In his Broken Chord review, SHIFTER’s Kevin Bourne says the play evokes feelings of sadness at times, but is a tremendous source of pride
Hundreds gathered tonight at Toronto’s St. Lawrence Centre for the Arts for the opening night of Broken Chord, the critically acclaimed work from dancer, choreographer, and director Gregory Maqoma.
Set in the 1890’s, Broken Chord is based on the true story of The African Native Choir during their U.S. and UK tour. The young African singers from the Eastern Cape are looking to raise funds for a school in Kimberley, South Africa, but are met with racism and prejudice in England. While not an exact depiction of actual events, the play explores colonization and the pressures to be civilized, educated, and obedient―a story which still rings true today.
The production is layered with juxtapositions and contrasts throughout as cultures clash. It is also layered with symbolism, for instance with the background and foreground divided by a semi-circular riser representing hierarchy with white women on the lower risers ascending to white men almost sitting high on their thrones. The all-white choir even appear to be enjoying the rhythm created by the Black ensemble despite rejecting them.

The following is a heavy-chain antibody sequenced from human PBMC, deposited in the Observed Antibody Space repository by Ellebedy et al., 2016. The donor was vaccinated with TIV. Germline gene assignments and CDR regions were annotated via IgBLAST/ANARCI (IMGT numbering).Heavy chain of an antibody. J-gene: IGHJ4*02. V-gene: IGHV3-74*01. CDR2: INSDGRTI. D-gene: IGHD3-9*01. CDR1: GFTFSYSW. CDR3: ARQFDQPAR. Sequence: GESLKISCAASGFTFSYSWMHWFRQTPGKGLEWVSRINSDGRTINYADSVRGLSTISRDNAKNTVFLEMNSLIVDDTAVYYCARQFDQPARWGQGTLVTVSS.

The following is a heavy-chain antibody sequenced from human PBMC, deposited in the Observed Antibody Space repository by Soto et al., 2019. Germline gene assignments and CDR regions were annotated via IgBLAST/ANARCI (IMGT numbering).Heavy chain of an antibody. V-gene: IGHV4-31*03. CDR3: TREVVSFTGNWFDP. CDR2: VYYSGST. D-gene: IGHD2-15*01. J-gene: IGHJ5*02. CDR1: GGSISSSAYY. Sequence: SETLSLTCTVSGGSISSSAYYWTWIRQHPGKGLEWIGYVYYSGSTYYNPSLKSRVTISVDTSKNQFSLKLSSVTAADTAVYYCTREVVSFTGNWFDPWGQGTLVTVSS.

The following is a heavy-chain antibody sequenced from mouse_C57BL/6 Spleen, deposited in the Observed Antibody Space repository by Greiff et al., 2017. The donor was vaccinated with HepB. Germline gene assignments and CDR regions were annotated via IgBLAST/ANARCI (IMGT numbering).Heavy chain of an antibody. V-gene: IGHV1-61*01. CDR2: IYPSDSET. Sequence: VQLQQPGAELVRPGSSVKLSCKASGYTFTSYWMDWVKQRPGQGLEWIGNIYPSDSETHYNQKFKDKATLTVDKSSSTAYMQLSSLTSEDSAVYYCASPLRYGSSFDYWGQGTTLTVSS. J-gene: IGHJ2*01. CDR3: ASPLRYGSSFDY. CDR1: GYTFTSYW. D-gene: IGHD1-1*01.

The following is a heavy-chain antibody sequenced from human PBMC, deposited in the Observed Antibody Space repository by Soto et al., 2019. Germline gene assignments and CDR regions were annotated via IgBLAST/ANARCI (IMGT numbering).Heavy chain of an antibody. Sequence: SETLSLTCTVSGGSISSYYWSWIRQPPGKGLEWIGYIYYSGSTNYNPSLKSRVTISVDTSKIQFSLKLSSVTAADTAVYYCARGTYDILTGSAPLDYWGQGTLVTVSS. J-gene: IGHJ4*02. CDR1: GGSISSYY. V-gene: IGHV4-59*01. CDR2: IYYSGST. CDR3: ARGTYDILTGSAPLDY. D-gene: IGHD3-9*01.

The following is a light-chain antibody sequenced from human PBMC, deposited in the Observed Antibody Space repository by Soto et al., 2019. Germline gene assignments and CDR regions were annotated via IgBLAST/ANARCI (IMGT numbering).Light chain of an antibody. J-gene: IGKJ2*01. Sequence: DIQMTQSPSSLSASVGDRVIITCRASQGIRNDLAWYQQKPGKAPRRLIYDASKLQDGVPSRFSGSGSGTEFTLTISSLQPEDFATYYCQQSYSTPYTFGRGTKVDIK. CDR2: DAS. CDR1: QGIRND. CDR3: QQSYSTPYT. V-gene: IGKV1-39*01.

Broken Chord evokes feelings of sadness at times, and joy and pride at other times. Chants of “Go home”, “Coon”, “Denied”, and “You are not like us” are contrasted with the beauty of traditional African singing. The two sides―the colonizer and the colonized―appear to be in a battle, which is at times exhausting to watch, mirroring the exhaustion which sometimes come with the Black experience.
The story is told mostly through sound, song and movement. The Black ensemble use dance and prayer to find hope and freedom in the midst of rejection and pressure to conform. Under the direction of composer and music director Thuthuka Sibisi, the African harmonies are simply beautiful, which help to convey the emotion of the story, whether joy, sadness or strength. Meanwhile, the accompanying choir deliver powerful and booming vocal performances in their own right.
The themes explored in Broken Chord will be familiar to Black audiences , including racism, displacement, and assimilation, and perhaps slightly jarring and saddening, while being challenging and eye-opening for non-Black audiences.
Although there’s no real happy ending to the story with the lead actress conceding “They shall not change”, Broken Chord is a tremendous source of pride for Black viewers and a call home to those of us disconnected from our African roots.